Here's 20 minutes of Skyblivion footage that'll make you wish the mod was out now

Of the many huge mod projects for Skyrim that are on the horizon, none have me more excited than Skyblivion, which aims to recreate The Elder Scrolls 4: Oblivion in Skyrim's engine. As a big Oblivion fan I'm extremely keen on the idea of revisiting a familiar world that's been completely rebuilt and updated.

A new dev diary video from the dedicated modders behind Skyblivion has roughly 20 minutes of mesmerizing footage for you to stare at while sighing and wishing you could step into the mod right now. Check it out above.

This effort goes far beyond just creating some beautiful scenery. There's a thoughtful approach behind the modder's reimagining and redesigning of certain locations, such as the city of Leyawiin, which is highlighted in the video. The modders used some of Bethesda's original concept art for the city so the Niben River now flows through it, allowing boat traffic like a proper port, as opposed to the city's layout in Oblivion that just has it sort of parked next to the river. The city's districts in Skyblivion are also well-defined and logically laid out. It's a great example of completely redesigning a location but still staying true to the original vision.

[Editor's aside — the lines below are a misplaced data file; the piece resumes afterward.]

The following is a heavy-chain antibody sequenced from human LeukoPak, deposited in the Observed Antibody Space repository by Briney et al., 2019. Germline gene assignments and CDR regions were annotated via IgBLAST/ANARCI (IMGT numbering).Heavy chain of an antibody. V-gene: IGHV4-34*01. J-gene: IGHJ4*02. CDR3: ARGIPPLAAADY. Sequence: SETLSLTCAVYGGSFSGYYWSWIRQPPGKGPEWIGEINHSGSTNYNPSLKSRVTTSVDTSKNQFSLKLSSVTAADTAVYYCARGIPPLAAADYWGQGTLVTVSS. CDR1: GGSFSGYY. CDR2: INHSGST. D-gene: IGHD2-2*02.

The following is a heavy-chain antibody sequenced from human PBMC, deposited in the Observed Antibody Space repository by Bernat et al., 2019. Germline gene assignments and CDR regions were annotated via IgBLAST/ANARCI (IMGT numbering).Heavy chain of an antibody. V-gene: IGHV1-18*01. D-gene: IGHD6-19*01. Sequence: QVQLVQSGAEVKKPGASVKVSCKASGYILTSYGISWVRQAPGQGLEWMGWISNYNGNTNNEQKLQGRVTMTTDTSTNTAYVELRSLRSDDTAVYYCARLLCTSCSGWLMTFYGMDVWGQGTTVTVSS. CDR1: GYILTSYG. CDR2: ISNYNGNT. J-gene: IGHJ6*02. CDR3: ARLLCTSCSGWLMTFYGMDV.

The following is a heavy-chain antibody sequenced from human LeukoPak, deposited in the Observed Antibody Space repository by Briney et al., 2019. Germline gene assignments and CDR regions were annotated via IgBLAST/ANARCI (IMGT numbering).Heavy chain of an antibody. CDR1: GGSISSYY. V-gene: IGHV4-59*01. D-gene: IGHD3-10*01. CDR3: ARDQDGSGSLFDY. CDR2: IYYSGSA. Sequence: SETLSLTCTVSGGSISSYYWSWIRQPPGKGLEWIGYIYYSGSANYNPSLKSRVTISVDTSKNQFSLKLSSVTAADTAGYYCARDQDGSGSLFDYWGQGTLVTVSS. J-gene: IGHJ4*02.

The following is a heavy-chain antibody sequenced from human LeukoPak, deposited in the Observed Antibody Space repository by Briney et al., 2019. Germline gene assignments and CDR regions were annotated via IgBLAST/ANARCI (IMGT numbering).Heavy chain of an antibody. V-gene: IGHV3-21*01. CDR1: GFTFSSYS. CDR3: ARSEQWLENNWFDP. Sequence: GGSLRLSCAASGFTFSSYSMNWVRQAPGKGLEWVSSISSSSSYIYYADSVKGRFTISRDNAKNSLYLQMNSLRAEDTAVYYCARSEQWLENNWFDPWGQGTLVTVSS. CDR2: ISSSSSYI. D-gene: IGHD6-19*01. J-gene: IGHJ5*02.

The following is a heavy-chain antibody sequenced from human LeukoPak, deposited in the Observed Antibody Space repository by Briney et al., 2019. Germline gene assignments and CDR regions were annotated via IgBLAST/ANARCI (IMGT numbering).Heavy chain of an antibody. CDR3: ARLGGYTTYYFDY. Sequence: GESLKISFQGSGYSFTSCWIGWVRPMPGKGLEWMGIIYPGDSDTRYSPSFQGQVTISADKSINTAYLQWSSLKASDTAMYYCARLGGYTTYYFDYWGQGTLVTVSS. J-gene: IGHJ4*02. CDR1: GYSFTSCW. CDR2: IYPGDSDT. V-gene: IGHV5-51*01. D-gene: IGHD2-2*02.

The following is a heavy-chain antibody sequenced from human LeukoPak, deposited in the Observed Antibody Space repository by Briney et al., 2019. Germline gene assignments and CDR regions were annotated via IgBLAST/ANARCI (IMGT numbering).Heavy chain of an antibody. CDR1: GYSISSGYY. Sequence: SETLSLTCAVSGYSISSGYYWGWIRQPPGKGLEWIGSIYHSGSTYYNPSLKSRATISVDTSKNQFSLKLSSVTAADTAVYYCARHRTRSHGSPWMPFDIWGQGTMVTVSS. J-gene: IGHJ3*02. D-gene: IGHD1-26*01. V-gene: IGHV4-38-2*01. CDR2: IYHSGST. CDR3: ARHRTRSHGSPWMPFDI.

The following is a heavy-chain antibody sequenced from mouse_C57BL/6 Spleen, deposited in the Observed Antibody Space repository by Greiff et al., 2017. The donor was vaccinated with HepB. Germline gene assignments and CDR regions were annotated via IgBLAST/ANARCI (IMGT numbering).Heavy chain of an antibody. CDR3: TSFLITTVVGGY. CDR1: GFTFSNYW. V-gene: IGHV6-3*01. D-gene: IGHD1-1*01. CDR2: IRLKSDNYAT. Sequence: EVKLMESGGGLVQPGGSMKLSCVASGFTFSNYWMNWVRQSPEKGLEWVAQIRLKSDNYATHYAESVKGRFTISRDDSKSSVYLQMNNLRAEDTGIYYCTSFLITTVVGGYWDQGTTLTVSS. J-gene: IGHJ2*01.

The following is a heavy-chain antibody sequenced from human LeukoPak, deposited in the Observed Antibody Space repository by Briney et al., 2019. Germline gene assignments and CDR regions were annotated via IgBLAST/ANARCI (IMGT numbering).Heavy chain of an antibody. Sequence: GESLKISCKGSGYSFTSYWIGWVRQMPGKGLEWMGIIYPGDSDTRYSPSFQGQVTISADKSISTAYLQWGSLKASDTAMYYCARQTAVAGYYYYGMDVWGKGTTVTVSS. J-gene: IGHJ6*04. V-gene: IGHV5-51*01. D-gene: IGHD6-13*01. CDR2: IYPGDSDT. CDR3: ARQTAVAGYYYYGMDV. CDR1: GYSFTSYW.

Also highlighted are some beautiful landscapes from around the map, and there's a big focus on some of the game's famous forts like Sancre Tor and Fathin Aren's Tower. And hey, you might even spot an outhouse in the video. Cyrodiil, at long last, is getting toilets.

Why am I still even writing words here? You're all just watching the video and wishing you could play the mod right now. Unfortunately, it sounds like Skyblivion still has a ways to go before we can get our hands on it, but if you want to pitch in with the modding efforts you can visit the Skyblivion volunteer page here

Christopher Livingston
Senior Editor

Chris started playing PC games in the 1980s, started writing about them in the early 2000s, and (finally) started getting paid to write about them in the late 2000s. Following a few years as a regular freelancer, PC Gamer hired him in 2014, probably so he'd stop emailing them asking for more work. Chris has a love-hate relationship with survival games and an unhealthy fascination with the inner lives of NPCs. He's also a fan of offbeat simulation games, mods, and ignoring storylines in RPGs so he can make up his own.